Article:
War Epic “The Bomb­ing”


Los Angeles Times - - THE NATION -

One of the big­gest movies about the World War II in China, The Bomb­ing, held its wrap party in Bev­erly Hills last Sun­day. The movie is an up­com­ing Chi­nese ac­tion war-drama, tells the story about the Ja­panese bomb­ings on Chi­nese south­west­ern city of Chongqing dur­ing the World War II.

The movie stars Bruce Wil­lis, Adrien Brody, Song Se­ung-heon, Ni­cholas Tse, Liu Ye, Shengyi Huang and many Chi­nese and Amer­i­can stars. It’s also co-pro­duced by a Hol­ly­wood & Chi­nese team, in­volv­ing Os­car win­ning pho­tog­ra­pher Vil­mos Zsig­mond, Os­car win­ning sound ef­fect edi­tor Richard An­der­son, and Os­car win­ning screen­writer Ron­ald Bass as con­sul­tants, with Mel Gib­son as the Art Di­rec­tor. Many who worked on the film hold it in high re­gard, es­pe­cially Gib­son: “China and the United States both ex­pe­ri­enced the bomb­ing of Ja­pan. The Chi­nese peo­ple, through tena­cious strug­gle for the com­plete vic­tory of the World War on Fas­cism, have made an in­deli­ble con­tri­bu­tion.”

Bruce Wil­lis plays Lieu­tenant Gen­eral Chen­nault in the movie. “This movie is very in­ter­est­ing. My fam­ily liked it. I ex­pect this film to re­lease in the United States so I can watch it again with them,” he says.

This project took five years from start to fin­ish, is the first such genre film shoots with real-time 3D in China. Backed by Shang­hai Kuailu In­vest­ment Group, its to­tal bud­get is around 400 mil­lion Yuan, makes it one of the most ex­pen­sive film ever made in China. To achieve re­al­is­tic ef­fects of the bomb­ing, the pro­duc­tion used 2500 ki­los of ex­plo­sives and more than a dozen 1:1 sized war­plane mod­els. The prin­ci­pal pho­tog­ra­phy be­gan in May 2015 in Shang­hai, and its Chi­nese dis­trib­u­tor, Max Screen Bei­jing, sched­ules the film for its Chi­nese re­lease in March 2016. As for United States, “We re­ally ex­pect this movie to have a world­wide re­lease, and we are look­ing for­ward to work to­gether on its US dis­tri­bu­tion,” says a rep­re­sen­ta­tive from Sony.

Last Sun­day night, the movie held the wrap party in the Glass House de­signed by lauded ar­chi­tect Ed Nile in Bev­erly Hills. Num­bers of Hol­ly­wood elite came to cel­e­brate the com­ple­tion of the film that in­cluded Mark Wahlberg, Sylvester Stal­lone Paula Wag­ner, and rep­re­sen­ta­tives from ev­ery ma­jor stu­dio. They also ex­pressed their keen in­ter­est in the cur­rent Chi­nese mar­ket and the de­sire to work with Chi­nese film­mak­ers in the fu­ture. Sylvester Stal­lone ex­presses his sup­port for the project, and is very in­ter­ested to play a role in the se­quel be­cause “this movie sent the blood puls­ing through his veins.” Mark Wal­berg also re­marked that he is fas­ci­nated by Chi­nese cul­ture, loves Chi­nese food, and very happy to see such im­pres­sive col­lab­o­ra­tion be­tween the two coun­tries.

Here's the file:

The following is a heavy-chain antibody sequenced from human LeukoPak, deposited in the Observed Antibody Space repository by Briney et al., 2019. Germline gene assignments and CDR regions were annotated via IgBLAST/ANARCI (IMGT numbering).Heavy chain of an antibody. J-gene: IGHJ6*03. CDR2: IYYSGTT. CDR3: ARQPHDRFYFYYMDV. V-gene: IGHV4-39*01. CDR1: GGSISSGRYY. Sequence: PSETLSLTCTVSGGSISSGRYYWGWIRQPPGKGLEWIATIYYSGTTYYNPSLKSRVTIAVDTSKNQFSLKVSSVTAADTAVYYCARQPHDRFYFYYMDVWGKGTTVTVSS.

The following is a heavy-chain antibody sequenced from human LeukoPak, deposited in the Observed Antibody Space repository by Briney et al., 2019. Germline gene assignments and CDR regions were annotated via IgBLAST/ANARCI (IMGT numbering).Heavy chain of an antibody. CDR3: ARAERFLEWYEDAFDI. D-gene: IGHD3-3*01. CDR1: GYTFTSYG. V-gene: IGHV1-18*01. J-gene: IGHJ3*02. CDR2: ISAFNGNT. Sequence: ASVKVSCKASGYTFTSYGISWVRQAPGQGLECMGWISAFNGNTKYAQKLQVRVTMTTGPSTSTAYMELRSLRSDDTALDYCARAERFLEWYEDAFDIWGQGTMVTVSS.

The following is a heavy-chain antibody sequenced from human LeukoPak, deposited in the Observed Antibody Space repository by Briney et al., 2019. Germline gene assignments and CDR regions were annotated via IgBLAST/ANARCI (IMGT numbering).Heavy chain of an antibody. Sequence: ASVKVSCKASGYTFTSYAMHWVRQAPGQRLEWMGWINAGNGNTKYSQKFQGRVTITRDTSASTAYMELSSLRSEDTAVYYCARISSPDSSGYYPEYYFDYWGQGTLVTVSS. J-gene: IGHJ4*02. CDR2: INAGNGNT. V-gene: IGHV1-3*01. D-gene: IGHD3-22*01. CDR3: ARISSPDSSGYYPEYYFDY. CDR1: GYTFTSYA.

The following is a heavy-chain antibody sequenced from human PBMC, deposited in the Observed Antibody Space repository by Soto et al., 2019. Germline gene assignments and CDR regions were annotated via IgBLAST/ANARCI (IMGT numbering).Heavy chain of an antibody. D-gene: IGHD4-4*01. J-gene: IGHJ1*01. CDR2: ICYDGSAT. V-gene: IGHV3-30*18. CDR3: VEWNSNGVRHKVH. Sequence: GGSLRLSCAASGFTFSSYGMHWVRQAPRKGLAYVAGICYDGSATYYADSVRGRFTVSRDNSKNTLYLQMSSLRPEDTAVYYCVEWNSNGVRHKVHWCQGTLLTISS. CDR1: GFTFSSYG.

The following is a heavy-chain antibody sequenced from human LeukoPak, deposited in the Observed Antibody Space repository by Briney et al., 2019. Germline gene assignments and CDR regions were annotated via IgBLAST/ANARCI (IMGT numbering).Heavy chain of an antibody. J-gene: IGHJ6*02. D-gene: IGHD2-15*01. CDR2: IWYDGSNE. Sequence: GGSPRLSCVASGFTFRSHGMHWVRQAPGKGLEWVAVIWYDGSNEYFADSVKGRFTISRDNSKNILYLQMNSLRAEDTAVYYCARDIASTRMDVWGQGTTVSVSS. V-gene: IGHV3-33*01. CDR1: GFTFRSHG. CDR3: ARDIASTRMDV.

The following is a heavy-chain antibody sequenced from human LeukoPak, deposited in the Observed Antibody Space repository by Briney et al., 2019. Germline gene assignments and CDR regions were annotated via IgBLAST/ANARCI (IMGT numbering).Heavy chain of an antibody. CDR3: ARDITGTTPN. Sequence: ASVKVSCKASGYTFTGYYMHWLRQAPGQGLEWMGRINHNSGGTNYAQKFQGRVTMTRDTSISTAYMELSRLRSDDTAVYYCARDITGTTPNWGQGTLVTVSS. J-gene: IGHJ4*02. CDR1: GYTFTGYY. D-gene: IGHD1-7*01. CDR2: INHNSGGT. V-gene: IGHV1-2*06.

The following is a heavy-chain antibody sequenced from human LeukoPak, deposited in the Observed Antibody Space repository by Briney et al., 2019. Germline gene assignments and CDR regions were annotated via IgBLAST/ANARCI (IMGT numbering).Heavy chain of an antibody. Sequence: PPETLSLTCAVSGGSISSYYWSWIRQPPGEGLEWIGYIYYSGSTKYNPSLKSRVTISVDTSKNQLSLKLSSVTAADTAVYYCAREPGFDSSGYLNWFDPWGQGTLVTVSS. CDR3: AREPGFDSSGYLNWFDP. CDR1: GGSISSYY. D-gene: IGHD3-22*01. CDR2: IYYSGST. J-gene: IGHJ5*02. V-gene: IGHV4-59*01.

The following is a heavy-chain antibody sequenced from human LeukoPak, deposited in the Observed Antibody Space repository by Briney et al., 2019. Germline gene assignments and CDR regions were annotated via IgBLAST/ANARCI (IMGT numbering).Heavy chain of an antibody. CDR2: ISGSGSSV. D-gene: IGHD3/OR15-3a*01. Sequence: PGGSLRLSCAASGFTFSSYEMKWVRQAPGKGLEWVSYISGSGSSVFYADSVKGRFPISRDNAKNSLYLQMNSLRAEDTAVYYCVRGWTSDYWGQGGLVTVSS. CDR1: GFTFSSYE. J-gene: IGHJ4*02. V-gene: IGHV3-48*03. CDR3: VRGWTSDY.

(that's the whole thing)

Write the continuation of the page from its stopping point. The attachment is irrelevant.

Quite a few pop­u­lar Chi­nese ac­tors, ac­tresses and film­mak­ers joined the party also, in­clud­ing ac­tress Huang Shengyi and Ma Su, and ac­tor Jiro Wang.

Although the phys­i­cal pro­duc­tion com­pleted in China, the de­ci­sion to have a wrap party in Hol­ly­wood speaks vol­ume. In­vited by its Hol­ly­wood coun­ter­part, this wrap party also serves as an op­por­tu­nity to fur­ther raises the level of col­lab­o­ra­tion be­tween U.S and China film in­dus­try.

Many may look for­ward to fu­ture col­lab­o­ra­tions with China. For vet­eran Adrien Brody, this is al­ready his third Chi­nese pro­duc­tion. He lauded the film. “It re­flects the fam­ily, friend­ship, love and pa­tri­o­tism, which knows no bor­der,” he says to the re­porter, “China and United States both were in that anti-fas­cist war, I came on to the project be­cause I was deeply moved by a sense of unity of ev­ery­one in­volved.” He also praises his part­ner in film, ac­tress Huang Shengyi, for her com­pas­sion, in­tel­li­gence, and pro­fes­sion­al­ism. She, in turn, ac­knowl­edges the chal­lenges of act­ing op­po­site of an Academy win­ner, but adds that she en­joys her work with him.

Dr. Shi Jiang xiang, chair­man of Shang­hai Kuailu In­vest­ment Group, who is also the ex­ec­u­tive pro­ducer of this movie, said it is a Chi­nese cit­i­zen’s re­spon­si­bil­ity to bring this event to the big screen be­cause it re­minds us the true his­tory of that pe­riod, and he saw it as a cul­tural in­her­i­tance to the next gen­er­a­tion. “Chi­nese peo­ple never lack per­se­ver­ance, just like what hap­pened in Chongqing dur­ing wartime. I hope not only Chi­nese au­di­ence will like this movie but it will also speak to a wider in­ter­na­tional crowd. Through this movie, let ev­ery­body know that China as a na­tion pos­sesses a strong and coura­geous spirit!”

As a busi­ness­man and a phi­lan­thropist, Shi is in­volved in num­bers of movie projects in China in re­cent years. He is also de­vel­op­ing more Chi­nese-Amer­i­can col­lab­o­ra­tion in the area of film­mak­ing. “Films should be the new face of a na­tion, to show the na­tion’s fu­ture.” Shi says. His most re­cent Hol­ly­wood project was The Ex­pend­ables 4, to which he not only brought in­vest­ment but also added fas­ci­nat­ing Chi­nese el­e­ments to the story.

(Spe­cial Cor­re­spon­dent David Munck)

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